Over the last three and a half years, the Syrian conflict hasn’t just killed nearly 200,000 people, displaced almost 10 million others, and destabilized an entire region. It’s also robbed the country of its intellectual capital. Two-thirds of Syrian refugee children are out of school. Seventy percent of Syria’s medical professionals have fled the country. A nation deeply scarred by civil war has lost all nine of its psychiatrists.
More than eight decades ago, the Rockefeller Foundation set about addressing this very challenge—only then it was intellectuals fleeing war and fascist governments in Europe. The institution, which was devoted to promoting public health, did something that institutions rarely do: It took a big risk, getting into the business of saving scholars. Between 1933 and 1945, the organization spent $1.5 million through a series of programs to subsidize teaching positions for more than 300 academics at schools in the United States and Europe, including many appointments at New York’s New School for Social Research. The scholars, over 60 percent of whom were German, worked in the humanities and social, natural, and medical sciences.
Recently, I interviewed Rockefeller Foundation President Judith Rodin and visited the Rockefeller Foundation’s archives—located outside New York City in one of the Rockefeller family’s former estates, in Pocantico Hills—as part of a larger investigation into institutional risk-taking. (A disclosure: In the two years since I began my research in the archives and interviews with Rodin, The Atlantic and Atlantic Media have received support from the Rockefeller Foundation for journalistic work on cities and a number of Atlantic Live events on urban and social-system resilience. My discussions predate and are independent of these partnerships.)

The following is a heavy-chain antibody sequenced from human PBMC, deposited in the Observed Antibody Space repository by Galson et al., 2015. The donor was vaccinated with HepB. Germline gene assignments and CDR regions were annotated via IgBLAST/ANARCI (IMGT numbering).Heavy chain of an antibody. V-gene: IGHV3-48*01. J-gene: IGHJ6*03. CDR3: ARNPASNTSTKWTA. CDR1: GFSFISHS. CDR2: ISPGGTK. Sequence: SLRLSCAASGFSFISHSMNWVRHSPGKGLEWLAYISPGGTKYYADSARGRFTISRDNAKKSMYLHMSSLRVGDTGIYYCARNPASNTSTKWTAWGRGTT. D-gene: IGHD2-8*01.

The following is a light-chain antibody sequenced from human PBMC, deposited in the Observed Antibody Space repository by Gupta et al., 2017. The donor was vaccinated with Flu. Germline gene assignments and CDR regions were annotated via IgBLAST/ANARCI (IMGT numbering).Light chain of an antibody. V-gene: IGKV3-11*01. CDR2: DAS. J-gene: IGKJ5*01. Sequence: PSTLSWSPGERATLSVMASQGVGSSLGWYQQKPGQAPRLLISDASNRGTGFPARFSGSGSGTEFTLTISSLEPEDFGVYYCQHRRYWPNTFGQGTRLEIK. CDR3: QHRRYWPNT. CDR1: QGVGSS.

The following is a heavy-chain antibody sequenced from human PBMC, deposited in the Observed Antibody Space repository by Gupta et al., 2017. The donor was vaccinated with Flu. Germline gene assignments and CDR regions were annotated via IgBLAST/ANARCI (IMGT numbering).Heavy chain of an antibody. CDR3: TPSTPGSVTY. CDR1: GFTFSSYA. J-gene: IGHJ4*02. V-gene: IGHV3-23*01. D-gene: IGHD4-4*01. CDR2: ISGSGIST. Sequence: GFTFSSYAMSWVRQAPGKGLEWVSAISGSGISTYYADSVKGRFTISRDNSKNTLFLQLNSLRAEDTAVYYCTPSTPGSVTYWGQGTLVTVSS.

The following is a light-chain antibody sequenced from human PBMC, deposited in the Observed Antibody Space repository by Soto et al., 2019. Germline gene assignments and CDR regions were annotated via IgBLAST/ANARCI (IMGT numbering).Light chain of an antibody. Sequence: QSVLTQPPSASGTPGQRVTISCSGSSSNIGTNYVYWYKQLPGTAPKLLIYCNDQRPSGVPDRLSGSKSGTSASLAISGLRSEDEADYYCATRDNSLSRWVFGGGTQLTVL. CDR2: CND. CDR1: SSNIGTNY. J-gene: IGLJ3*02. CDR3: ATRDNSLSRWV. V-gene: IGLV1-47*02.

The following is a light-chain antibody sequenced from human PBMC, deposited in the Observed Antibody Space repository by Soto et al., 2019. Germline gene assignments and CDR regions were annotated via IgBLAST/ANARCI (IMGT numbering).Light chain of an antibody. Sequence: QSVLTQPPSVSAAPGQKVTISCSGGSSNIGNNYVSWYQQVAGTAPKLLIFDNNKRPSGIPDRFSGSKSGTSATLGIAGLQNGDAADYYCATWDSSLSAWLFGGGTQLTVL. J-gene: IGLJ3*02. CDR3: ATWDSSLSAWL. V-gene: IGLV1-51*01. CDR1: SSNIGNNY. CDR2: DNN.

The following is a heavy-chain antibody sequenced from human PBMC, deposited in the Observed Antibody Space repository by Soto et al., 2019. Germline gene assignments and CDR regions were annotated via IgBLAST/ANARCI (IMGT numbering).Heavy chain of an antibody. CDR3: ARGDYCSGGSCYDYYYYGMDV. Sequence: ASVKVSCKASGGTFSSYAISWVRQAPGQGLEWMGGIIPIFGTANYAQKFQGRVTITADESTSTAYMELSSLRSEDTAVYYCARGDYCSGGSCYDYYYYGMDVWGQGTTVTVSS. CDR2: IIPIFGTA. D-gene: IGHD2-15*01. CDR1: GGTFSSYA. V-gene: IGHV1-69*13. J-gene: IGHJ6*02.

What I discovered in the Foundation’s archives were fascinating, consequential debates about intellectual life under the Nazis—heart-wrenching correspondence about the state of European universities at a time when Adolf Hitler was beginning to wage war against both independent thought and Jewish academics. The gravity of this campaign wasn’t initially apparent to the Foundation, whose public-health program officers in Europe spent the early 1930s cabling assessments to headquarters of political conditions in the region as Hitler rose to power. (In fact, the Rockefeller Foundation funded German eugenics research prior to World War II, helping support the intellectual ecosystem from which the notorious Nazi physician Josef Mengele emerged.)
Eventually, the organization’s president and trustees concluded that something had to be done to rescue Europe’s top minds. But deciding who to save also meant deciding who not to. Internal memos between Foundation staff in Europe and New York anguished over whether to act or not, whether doing so would endanger the institution, and whether the organization was equipped to engage in such efforts.
One of the surprises for me was the active role that Joseph Schumpeter, the Harvard innovation and economic theorist, played in pushing the Foundation to aid academics. He suggested names of scholars to assist throughout the 1930s. At the same time, however, he expressed the uncertainties of the day about what Hitler’s rise meant and how to contextualize it. Schumpeter went so far as to say he was “prepared to forgive [Hitler] much” in a May 2, 1933 letter to Edmund Day, the head of the Rockefeller Foundation’s social-science division: